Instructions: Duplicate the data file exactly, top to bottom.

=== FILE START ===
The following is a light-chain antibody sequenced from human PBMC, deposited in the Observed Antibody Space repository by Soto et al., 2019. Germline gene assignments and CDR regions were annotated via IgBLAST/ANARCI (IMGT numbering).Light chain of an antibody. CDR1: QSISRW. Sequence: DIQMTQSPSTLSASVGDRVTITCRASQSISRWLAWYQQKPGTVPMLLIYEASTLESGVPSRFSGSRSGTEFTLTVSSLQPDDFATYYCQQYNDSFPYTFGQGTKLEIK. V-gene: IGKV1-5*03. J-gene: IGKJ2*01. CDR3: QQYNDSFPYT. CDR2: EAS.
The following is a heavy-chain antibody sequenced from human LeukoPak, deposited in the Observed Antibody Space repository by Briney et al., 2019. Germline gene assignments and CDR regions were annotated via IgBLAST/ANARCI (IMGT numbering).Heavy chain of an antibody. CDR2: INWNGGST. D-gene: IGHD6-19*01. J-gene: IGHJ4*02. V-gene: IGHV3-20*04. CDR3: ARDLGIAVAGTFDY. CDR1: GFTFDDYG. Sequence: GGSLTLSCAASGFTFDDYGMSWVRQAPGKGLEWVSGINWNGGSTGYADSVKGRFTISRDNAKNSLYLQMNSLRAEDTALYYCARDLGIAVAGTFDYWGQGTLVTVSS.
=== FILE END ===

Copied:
The following is a light-chain antibody sequenced from human PBMC, deposited in the Observed Antibody Space repository by Soto et al., 2019. Germline gene assignments and CDR regions were annotated via IgBLAST/ANARCI (IMGT numbering).Light chain of an antibody. CDR1: QSISRW. Sequence: DIQMTQSPSTLSASVGDRVTITCRASQSISRWLAWYQQKPGTVPMLLIYEASTLESGVPSRFSGSRSGTEFTLTVSSLQPDDFATYYCQQYNDSFPYTFGQGTKLEIK. V-gene: IGKV1-5*03. J-gene: IGKJ2*01. CDR3: QQYNDSFPYT. CDR2: EAS.
The following is a heavy-chain antibody sequenced from human LeukoPak, deposited in the Observed Antibody Space repository by Briney et al., 2019. Germline gene assignments and CDR regions were annotated via IgBLAST/ANARCI (IMGT numbering).Heavy chain of an antibody. CDR2: INWNGGST. D-gene: IGHD6-19*01. J-gene: IGHJ4*02. V-gene: IGHV3-20*04. CDR3: ARDLGIAVAGTFDY. CDR1: GFTFDDYG. Sequence: GGSLTLSCAASGFTFDDYGMSWVRQAPGKGLEWVSGINWNGGSTGYADSVKGRFTISRDNAKNSLYLQMNSLRAEDTALYYCARDLGIAVAGTFDYWGQGTLVTVSS.